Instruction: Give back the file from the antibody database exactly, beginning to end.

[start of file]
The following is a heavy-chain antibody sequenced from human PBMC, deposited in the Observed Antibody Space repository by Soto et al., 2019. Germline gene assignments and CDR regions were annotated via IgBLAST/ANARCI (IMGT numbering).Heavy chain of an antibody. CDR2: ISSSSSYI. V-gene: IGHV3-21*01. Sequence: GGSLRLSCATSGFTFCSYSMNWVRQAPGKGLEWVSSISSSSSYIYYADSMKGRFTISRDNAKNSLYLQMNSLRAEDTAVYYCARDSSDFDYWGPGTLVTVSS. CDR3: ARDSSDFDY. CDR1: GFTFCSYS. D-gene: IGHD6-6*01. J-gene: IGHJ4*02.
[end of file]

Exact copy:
The following is a heavy-chain antibody sequenced from human PBMC, deposited in the Observed Antibody Space repository by Soto et al., 2019. Germline gene assignments and CDR regions were annotated via IgBLAST/ANARCI (IMGT numbering).Heavy chain of an antibody. CDR2: ISSSSSYI. V-gene: IGHV3-21*01. Sequence: GGSLRLSCATSGFTFCSYSMNWVRQAPGKGLEWVSSISSSSSYIYYADSMKGRFTISRDNAKNSLYLQMNSLRAEDTAVYYCARDSSDFDYWGPGTLVTVSS. CDR3: ARDSSDFDY. CDR1: GFTFCSYS. D-gene: IGHD6-6*01. J-gene: IGHJ4*02.